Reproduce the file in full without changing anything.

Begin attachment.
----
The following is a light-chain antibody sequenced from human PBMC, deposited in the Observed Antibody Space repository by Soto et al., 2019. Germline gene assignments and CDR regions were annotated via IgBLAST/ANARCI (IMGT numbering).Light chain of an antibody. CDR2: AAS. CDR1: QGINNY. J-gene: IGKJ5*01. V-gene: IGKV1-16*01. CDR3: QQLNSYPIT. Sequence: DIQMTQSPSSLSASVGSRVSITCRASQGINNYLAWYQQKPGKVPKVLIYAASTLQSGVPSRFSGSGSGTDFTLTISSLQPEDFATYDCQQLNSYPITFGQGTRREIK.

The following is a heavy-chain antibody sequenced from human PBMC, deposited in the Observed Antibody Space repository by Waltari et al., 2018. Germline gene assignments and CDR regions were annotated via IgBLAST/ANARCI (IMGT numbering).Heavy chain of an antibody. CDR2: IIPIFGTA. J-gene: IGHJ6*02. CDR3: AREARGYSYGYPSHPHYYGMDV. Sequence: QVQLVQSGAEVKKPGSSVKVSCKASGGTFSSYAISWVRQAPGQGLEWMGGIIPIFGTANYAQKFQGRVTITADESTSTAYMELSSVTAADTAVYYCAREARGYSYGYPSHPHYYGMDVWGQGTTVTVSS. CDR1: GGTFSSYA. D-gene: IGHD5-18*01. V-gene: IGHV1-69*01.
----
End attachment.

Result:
The following is a light-chain antibody sequenced from human PBMC, deposited in the Observed Antibody Space repository by Soto et al., 2019. Germline gene assignments and CDR regions were annotated via IgBLAST/ANARCI (IMGT numbering).Light chain of an antibody. CDR2: AAS. CDR1: QGINNY. J-gene: IGKJ5*01. V-gene: IGKV1-16*01. CDR3: QQLNSYPIT. Sequence: DIQMTQSPSSLSASVGSRVSITCRASQGINNYLAWYQQKPGKVPKVLIYAASTLQSGVPSRFSGSGSGTDFTLTISSLQPEDFATYDCQQLNSYPITFGQGTRREIK.

The following is a heavy-chain antibody sequenced from human PBMC, deposited in the Observed Antibody Space repository by Waltari et al., 2018. Germline gene assignments and CDR regions were annotated via IgBLAST/ANARCI (IMGT numbering).Heavy chain of an antibody. CDR2: IIPIFGTA. J-gene: IGHJ6*02. CDR3: AREARGYSYGYPSHPHYYGMDV. Sequence: QVQLVQSGAEVKKPGSSVKVSCKASGGTFSSYAISWVRQAPGQGLEWMGGIIPIFGTANYAQKFQGRVTITADESTSTAYMELSSVTAADTAVYYCAREARGYSYGYPSHPHYYGMDVWGQGTTVTVSS. CDR1: GGTFSSYA. D-gene: IGHD5-18*01. V-gene: IGHV1-69*01.